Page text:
Jim Michalak's Boat Designs

1024 Merrill St, Lebanon, IL 62254

A page of boat designs and essays.

(1August 2020) We look at prop "slip". The 15 August issue will review sharpie sprit sail rigging.



... is out now, written by me and edited by Garth Battista of Breakaway Books. You might find it at your bookstore. If not check it out at the....


...which can now be found at Duckworks Magazine. You order with a shopping cart set up and pay with credit cards or by Paypal. Then Duckworks sends me an email about the order and then I send the plans right from me to you.


Chuck Leinweber sent this photo of Gordon and Mathew Barcomb in their Mayfly14 all decked out for the Texas200.



Contact info:


Jim Michalak
1024 Merrill St,
Lebanon, IL 62254

Send $1 for info on 20 boats.



Propellor Slip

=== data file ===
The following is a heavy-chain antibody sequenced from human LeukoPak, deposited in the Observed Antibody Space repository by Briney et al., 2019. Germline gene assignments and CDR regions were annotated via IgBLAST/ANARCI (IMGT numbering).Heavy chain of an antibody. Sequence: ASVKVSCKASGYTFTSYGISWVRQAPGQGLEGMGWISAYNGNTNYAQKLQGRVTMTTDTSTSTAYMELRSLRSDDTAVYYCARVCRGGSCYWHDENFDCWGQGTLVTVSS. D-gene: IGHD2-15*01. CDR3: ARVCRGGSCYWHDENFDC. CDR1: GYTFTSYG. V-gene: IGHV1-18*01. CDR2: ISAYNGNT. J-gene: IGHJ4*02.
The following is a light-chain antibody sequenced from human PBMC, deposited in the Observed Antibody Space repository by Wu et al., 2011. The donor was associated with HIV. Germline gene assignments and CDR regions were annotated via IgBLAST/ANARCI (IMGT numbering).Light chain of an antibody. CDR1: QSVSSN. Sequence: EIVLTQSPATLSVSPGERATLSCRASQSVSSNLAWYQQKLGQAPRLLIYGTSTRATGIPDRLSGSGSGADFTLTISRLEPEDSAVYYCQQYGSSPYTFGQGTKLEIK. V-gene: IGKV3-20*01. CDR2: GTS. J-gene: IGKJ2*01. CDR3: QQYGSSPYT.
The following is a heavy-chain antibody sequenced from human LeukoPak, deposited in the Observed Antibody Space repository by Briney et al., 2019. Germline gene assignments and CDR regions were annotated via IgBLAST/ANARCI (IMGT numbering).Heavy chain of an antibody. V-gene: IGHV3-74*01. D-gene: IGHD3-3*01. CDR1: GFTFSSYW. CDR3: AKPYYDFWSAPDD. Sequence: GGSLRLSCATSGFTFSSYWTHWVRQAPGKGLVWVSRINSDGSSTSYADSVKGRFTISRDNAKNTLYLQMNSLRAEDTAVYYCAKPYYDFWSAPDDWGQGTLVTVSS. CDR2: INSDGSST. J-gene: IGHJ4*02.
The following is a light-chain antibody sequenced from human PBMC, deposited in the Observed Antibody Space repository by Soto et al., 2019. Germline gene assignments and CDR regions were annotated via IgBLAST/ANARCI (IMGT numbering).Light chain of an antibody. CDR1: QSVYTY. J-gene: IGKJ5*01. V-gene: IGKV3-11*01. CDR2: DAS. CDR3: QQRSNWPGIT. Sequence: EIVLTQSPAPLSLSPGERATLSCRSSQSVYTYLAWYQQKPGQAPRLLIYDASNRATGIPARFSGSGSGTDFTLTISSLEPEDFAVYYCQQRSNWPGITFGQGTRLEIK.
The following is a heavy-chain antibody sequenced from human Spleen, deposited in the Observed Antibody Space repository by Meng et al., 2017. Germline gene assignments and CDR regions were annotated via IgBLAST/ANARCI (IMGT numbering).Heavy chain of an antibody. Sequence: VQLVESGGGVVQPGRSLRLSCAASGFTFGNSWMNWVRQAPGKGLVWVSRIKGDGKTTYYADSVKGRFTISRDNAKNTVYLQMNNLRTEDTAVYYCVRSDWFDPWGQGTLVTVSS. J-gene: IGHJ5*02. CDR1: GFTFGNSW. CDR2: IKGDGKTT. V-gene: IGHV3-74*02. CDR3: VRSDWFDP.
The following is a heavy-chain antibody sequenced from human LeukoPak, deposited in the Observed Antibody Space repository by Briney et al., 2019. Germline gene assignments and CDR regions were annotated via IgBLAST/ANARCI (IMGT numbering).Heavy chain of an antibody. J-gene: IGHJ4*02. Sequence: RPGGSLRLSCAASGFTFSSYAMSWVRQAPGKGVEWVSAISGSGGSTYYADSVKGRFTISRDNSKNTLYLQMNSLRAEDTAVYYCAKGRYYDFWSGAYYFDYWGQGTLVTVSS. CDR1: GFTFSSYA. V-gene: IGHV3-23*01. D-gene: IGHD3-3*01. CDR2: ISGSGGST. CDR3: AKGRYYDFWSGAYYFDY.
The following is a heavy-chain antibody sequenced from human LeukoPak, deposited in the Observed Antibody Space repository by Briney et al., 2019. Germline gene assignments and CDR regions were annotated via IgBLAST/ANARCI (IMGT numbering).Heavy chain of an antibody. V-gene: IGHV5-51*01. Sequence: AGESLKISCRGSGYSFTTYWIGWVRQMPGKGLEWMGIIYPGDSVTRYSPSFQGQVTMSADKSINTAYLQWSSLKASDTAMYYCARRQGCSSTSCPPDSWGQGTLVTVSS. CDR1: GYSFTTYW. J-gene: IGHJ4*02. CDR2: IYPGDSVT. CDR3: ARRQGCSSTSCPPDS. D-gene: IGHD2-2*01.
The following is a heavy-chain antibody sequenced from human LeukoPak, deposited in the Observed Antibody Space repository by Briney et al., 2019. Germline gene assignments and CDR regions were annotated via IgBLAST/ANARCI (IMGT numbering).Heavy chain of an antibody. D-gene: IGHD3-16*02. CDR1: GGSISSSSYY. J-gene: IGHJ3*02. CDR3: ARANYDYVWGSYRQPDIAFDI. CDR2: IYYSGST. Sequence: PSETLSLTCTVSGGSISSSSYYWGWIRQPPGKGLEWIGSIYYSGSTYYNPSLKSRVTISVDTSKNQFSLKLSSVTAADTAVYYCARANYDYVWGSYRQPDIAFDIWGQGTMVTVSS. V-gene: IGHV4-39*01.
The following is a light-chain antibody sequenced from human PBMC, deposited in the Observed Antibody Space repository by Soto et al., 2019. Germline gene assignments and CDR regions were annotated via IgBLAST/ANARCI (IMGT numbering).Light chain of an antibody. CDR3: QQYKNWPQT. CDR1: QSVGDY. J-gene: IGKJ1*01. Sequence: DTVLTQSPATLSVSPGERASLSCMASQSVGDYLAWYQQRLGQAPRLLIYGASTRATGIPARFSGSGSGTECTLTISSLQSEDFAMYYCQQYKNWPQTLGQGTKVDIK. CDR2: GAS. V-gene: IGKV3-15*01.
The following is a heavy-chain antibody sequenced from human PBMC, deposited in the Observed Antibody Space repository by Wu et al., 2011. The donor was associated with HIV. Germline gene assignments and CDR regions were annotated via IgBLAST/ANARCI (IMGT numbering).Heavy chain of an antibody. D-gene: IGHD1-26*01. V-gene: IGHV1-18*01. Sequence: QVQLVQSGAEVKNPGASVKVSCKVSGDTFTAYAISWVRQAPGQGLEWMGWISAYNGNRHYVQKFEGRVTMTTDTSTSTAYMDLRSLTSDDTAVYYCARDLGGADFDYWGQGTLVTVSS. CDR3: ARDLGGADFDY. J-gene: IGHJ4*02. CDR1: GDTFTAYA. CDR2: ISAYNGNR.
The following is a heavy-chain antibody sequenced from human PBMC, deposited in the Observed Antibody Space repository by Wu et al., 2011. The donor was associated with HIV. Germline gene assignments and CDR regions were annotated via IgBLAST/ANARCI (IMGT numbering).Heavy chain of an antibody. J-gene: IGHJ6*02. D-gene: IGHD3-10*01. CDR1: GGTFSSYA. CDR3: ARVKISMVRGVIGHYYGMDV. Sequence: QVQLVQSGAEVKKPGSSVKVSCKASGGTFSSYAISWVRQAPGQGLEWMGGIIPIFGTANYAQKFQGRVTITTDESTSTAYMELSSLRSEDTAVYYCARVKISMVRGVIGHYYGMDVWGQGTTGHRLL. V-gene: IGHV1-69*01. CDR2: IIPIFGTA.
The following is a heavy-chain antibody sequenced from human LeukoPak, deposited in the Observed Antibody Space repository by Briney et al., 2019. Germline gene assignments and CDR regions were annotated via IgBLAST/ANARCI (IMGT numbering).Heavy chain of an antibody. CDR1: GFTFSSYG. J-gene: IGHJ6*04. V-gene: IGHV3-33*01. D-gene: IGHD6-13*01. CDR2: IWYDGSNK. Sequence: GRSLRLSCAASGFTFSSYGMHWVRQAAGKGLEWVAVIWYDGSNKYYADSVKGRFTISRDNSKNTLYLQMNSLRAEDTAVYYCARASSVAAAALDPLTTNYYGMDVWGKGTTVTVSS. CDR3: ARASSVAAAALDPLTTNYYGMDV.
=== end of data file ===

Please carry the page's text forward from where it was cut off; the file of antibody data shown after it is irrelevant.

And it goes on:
(Jeeze! I noticed lately that the rest of the world is using "propellErs" while I am using "propellOrs!" I looked in my dictionary and saw that the chancellOr lives in the chancellEry. Luckily that dictionary gives me a break by saying a propellOr is the same thing as a propellEr. Thus we all call it a "prop". I'm reminded that logic is taught by math teachers and not English teachers. And also that I once took a technical writing class where the professOr said that spelling isn't as important as your old teachers told you. He said meaning is never lost by misspelled words but that humor is often added. Or is that humour?)

In the 15March issue I showed a simple gadget that I use to measure the "pitch" of small propellors. Recall that the pitch is the amount a propellor will move forward with each revolution just as a screw has a pitch. In the US the pitch is stated in inches. Thus a prop with a 10" pitch will screw itself forward 10" assuming it does not "slip".